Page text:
Belinda Lawton is a PhD candidate at Crawford School of Public Policy. Belinda is a communications specialist who has worked with several health-related NGOs in Timor-Leste, Bangladesh and Thailand.
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Australian obstetrician and gynaecologist Catherine Hamlin is legendary in the health care sector for providing free fistula repair surgery to poor women suffering from childbirth injuries.
She and her team at the Addis Ababa Fistula Hospital, Ethiopia, have received numerous awards, including accolades from the Global Health Council and the United Nations agency UNFPA.
But what about others who pour their energy and passion into hospitals and clinics in developing countries around the world, some of them for free, without recognition by anyone in ‘officialdom.’
Crawford School of Public Policy PhD scholar Belinda Lawton asked that very question while presenting a three minute version of her thesis topic, Silent Saviours earlier this month.
The reality, she says, is that most of the work done by non-government, not-for profit hospitals and clinics that provide services to the poor is invisible.
“The World Health Organization doesn’t have a list of these organisations,” she said.
“Most governments don’t even have a list of the ones operating in their country.
“They operate on the smell of an oily rag. They get no real government funding.”
Focusing on Asia, Thompson has made it her mission to compile her own list of such facilities, noting their location, the people who devote their time to them, the services they provide, and how many patients they treat.
Her research to date has revealed a tapestry of styles and services – some are religious, some are not. Some offer surgical care, while others offer primary treatment.
In Bangladesh, for example, there are the Lifebuoy floating hospitals that travel down the banks of the country’s vast rivers, taking hospital care to people directly.
“They provide a service in a sterile, surgical environment,” Lawton said.
There are also “personality” hospitals, which form around a passionate individual, like that run by Dr Dan Murphy, who operates the Bairo Pite clinic in Timor Leste.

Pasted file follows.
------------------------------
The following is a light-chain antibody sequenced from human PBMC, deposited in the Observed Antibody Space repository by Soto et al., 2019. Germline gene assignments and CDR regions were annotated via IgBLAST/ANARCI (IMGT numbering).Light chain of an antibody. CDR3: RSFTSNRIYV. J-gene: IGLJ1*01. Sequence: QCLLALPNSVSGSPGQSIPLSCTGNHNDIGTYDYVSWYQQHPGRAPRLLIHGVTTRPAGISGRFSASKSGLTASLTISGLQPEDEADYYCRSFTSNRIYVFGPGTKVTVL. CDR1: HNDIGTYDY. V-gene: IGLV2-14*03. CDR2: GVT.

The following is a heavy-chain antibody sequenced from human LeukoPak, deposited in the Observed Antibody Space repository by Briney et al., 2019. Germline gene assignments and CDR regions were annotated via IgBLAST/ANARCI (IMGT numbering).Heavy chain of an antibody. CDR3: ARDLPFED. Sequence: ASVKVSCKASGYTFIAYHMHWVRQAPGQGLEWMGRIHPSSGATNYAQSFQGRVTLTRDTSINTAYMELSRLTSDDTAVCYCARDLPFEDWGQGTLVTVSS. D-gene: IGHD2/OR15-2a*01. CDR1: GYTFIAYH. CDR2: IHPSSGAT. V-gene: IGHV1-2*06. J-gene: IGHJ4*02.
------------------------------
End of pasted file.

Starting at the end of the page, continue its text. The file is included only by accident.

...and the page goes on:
Because many of the facilities that provide not-for-profit services to the poor do not have a presence on the Internet, Thompson is relying on word-of-mouth to track some of them down.
Having just started her PhD, she’s yet to set benchmarks determining which hospitals and clinics she will analyse.
“I might look at how many beds they have, or how many patients they see,” she said.
“I’m not going to be able to put together an exhaustive list of hospitals. I hope others add to it.”
Seeing positive results of her work has always been important to Lawton.
As a reporter for the Manly Daily, on Sydney’s northern beaches, she became aware of cracks in the NSW mental health system while covering various court cases.
“I covered a lot of interesting stories, and learned a lot about the way the NSW health system works,” she said.
She had earlier worked for a former NSW politician.
“While you can make a difference working in politics, you can make a much bigger difference by being a journalist,” she said.
“You manage to get some impact because media coverage often gets people to do things that they would never have done otherwise.
“And that for me was a very powerful motivator for me to go into journalism.”
She later worked with not-for-profit injury prevention experts, The Alliance for Safe Children, in Thailand and Bangladesh, followed by a stint as Director of Corporate Affairs for the Hospital of Hope Timor- Leste.
“I’ve seen how desperately these not-for-profit healthcare services are needed,” she said.
By compiling a comprehensive list of not-for-profit hospitals and large-scale clinics in developing countries, Thompson is hopeful a central agency will in turn act as a coordinating body that will further their capacity.
“It could be someone who is based at the World Health Organization, or someone funded by AusAid, or a US aid group,” she says.
As such, the facilities could cut back on costs.
“If you are only able to order 100 syringes at a time, you are going to be paying the absolute top rate,” she says as an example.
“Whereas if all of these organisations had budgets in place, and were able to do a bulk order of syringes that were distributed amongst them, they would get a lot more bang for their buck.
“I think it would be relatively easy to administer that.”
She would also like to see a comprehensive website containing details about the hospitals and clinics, so that their needs can be better communicated.
This would better enable specialist medical staff interested in working for the facilities to decipher if they can be of real help, Lawton added.
“Literally, these people are saving lives and we need to do all we can to support them.”